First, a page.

Machine learning (ML) can be applied to distinguish patterns in high-dimensional data, which can potentially lead to more accurate diagnostic predictions or classifications than traditional statistical models. Support vector machine (SVM), partial least squares discriminant analysis (PLSDA), and random forests (RF) models are well-understood ML classification approaches that have been used successfully to develop clinical diagnostics [3]. Classification signatures developed by ML can also be utilized to screen and comparatively evaluate metabolomics data as sources of biomarkers. The purpose of this study was to apply ML to comparatively evaluate four distinct liver-related metabolite classes (bile acids, free fatty acids, lipids, and small molecules) as potential sources of biomarkers to distinguish HCC from non-tumor liver tissue.

2. Materials and Methods

2.1. Patients

Between February 2012 and March 2017, 53 patients gave written informed consent as participants in an Institutional Review Board-approved clinical research study (The Queen’s Medical Center Research and Institutional Review Committee ID RA-2011-025, approved 11 May 2011) that examined tumor and corresponding liver tissue samples obtained following treatment of HCC by partial hepatectomy. Briefly, patients were eligible if they had HCC diagnosed histologically, or suspected radiographically, or had a liver mass with imaging features of primary malignancy, and were surgical candidates (i.e., diagnosed early stage HCC) with Child-Pugh score < 10. Patients were excluded if they had received prior chemotherapeutic, molecularly targeted, biological, or radiotherapeutic treatment for HCC. All tumor and non-tumor liver tissue samples were obtained intra-operatively, divided and placed separately in labeled cryovials for storage in liquid nitrogen until retrieved for analysis. Tumor status was confirmed by histopathologic review of each specimen. Retrieved samples were temporarily stored at −80 °C (Forma 8600 series ultra-low temperature freezer, Thermo-Fisher Scientific, Nashville, NC, USA) in preparation for metabolomic analysis.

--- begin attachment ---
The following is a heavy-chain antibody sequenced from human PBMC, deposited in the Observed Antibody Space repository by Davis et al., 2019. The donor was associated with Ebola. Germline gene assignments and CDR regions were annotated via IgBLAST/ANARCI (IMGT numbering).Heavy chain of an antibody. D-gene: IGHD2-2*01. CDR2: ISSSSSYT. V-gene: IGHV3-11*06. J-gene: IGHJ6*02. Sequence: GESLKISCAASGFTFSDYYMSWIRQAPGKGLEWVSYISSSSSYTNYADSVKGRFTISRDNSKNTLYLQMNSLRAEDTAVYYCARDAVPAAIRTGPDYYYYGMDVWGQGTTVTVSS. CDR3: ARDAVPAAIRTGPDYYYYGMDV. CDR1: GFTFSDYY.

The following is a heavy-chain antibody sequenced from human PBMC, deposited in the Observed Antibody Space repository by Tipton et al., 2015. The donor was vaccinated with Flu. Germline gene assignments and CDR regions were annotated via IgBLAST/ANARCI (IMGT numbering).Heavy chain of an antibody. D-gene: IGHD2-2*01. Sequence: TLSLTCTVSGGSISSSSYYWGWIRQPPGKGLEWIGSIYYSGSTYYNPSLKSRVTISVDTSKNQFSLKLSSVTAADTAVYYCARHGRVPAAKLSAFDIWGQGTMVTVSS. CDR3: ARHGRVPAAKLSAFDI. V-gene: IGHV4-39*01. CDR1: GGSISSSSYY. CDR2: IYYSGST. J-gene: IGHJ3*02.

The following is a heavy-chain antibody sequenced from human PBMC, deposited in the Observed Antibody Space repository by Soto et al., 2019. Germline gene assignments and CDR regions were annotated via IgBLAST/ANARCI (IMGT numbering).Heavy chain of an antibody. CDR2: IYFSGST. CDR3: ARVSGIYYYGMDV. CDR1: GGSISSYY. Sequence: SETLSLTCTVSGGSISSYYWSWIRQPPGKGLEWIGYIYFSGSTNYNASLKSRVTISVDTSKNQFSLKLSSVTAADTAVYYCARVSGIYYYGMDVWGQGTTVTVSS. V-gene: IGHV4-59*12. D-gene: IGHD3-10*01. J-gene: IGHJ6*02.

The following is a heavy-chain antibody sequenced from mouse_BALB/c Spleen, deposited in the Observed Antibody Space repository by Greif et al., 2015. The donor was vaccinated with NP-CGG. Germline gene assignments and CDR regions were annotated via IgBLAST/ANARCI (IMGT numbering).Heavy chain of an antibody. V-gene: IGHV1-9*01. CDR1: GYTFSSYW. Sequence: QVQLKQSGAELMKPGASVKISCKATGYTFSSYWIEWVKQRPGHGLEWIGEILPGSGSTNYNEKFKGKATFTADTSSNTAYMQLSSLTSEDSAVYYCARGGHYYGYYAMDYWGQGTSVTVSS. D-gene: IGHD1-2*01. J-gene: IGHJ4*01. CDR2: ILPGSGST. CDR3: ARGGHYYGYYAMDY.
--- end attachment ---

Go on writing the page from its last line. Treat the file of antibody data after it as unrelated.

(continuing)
2.2. Chemical Reagents

Methanol, acetonitrile, and formic acid were purchased from Thermo-Fisher Scientific (Optima LC-MS, Fair Lawn, NJ, USA). Ultrapure water was produced by a Mill-Q Reference system equipped with LC-MS Pak filter (Millipore, Billerica, MA, USA). The derivatization reagents, methoxyamine hydrochloride and N-methyl-trimethylsilyltrifluoroacetamide (MSTFA)were purchased from Sigma-Aldrich (St. Louis, MO, USA). Analytical grade sodium hydroxide, sodium bicarbonate, and anhydrous sodium sulfate were obtained from JT Baker Co. (Phillipsburg, NJ, USA). All of the 57 bile acid standards were obtained from Steraloids Inc. (Newport, RI, USA) and TRC Chemicals (Toronto, ON, Canada) and nine stable isotope-labeled standards were obtained from C/D/N Isotopes Inc. (Pointe-Claire, Quebec, Canada) and Steraloids Inc. (Newport, RI, USA). All other standards were commercially purchased from Sigma-Aldrich and Nu-Chek Prep (Elysian, MN, USA). A total of 145 representative compounds of different chemical classes was used for metabolomic analysis.

2.3. Sample Preparation and Analysis

The standards and stable isotope-labeled standards were accurately weighed and prepared in methanol at a concentration of 5.0 mM (stock solution). Further dilution was performed with a methanol/water mixture (50/50, v/v) to obtain calibration concentrations of 2000, 400, 160, 32, 12.8, 2.5, or 1 nM.

2.4. Bile Acid Profiling (UPLC-MS)

The preparation of samples for bile acid profiling was based on modification of our published methods [4,5,6]. Briefly, liver tissue samples were accurately weighed (~20 mg) and then homogenized with 50 μL of water using a Bullet Blender Tissue Homogenizer (Next Advance, Inc., Averill Park, NY, USA). An aliquot of 150 μL of acetonitrile containing nine internal standards was added, and the extraction was performed using the homogenizer. After centrifugation, each 50 μL of the supernatant was transferred to a 96-well plate.
Bile acids were quantitated using ultra-performance liquid chromatography coupled to tandem mass spectrometry (UPLC-MS/MS, ACQUITY UPLC-Xevo TQ-S, Waters Corp., Milford, MA, USA) using an ACQUITY UPLC BEH C18 1.7 µM Vanguard pre-column (2.1 × 5 mm) and ACQUITY UPLC BEH C18 1.7 µM analytical column (2.1 × 100 mm) with the following optimized settings: Column temperature 45 °C, sample manager temperature 10 °C, mobile phases: A = water with formic acid (pH = 3.25), B = acetonitrile /methanol (95:5); gradient 0–1 min (5% B), 1–5 min (5–25% B), 5–15.5 min (25–40% B), 15.5–17.5 min (40–95% B), 17.5–19 min (95% B), 19–19.5 min (95.5% B), 19.6–21 min (5% B); flow rate 0.45 mL/min; capillary kv 1.2 (ESI negative), source temperature 150 °C; desolvation temperature 550 °C; desolvation gas flow 1200 L/h.
The data were collected with multiple reaction monitor (MRM) (Supplementary Information 1) using optimized settings from QuanOptimize application manager (Waters, Milford, MA, USA). The calibration curve and the corresponding regression coefficients were obtained by internal standard adjustment (Supplementary Information 1). All bile acids were found to be linear over the measured range.